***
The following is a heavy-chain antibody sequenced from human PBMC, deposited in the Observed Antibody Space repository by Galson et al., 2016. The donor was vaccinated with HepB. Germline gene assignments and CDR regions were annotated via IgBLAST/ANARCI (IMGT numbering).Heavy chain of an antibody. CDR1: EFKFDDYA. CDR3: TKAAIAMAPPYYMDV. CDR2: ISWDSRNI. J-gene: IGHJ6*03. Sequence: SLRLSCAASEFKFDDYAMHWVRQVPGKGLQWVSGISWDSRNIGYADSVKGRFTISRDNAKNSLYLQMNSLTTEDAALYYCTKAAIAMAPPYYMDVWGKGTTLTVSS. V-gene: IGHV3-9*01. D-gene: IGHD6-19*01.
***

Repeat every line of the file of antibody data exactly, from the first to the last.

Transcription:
The following is a heavy-chain antibody sequenced from human PBMC, deposited in the Observed Antibody Space repository by Galson et al., 2016. The donor was vaccinated with HepB. Germline gene assignments and CDR regions were annotated via IgBLAST/ANARCI (IMGT numbering).Heavy chain of an antibody. CDR1: EFKFDDYA. CDR3: TKAAIAMAPPYYMDV. CDR2: ISWDSRNI. J-gene: IGHJ6*03. Sequence: SLRLSCAASEFKFDDYAMHWVRQVPGKGLQWVSGISWDSRNIGYADSVKGRFTISRDNAKNSLYLQMNSLTTEDAALYYCTKAAIAMAPPYYMDVWGKGTTLTVSS. V-gene: IGHV3-9*01. D-gene: IGHD6-19*01.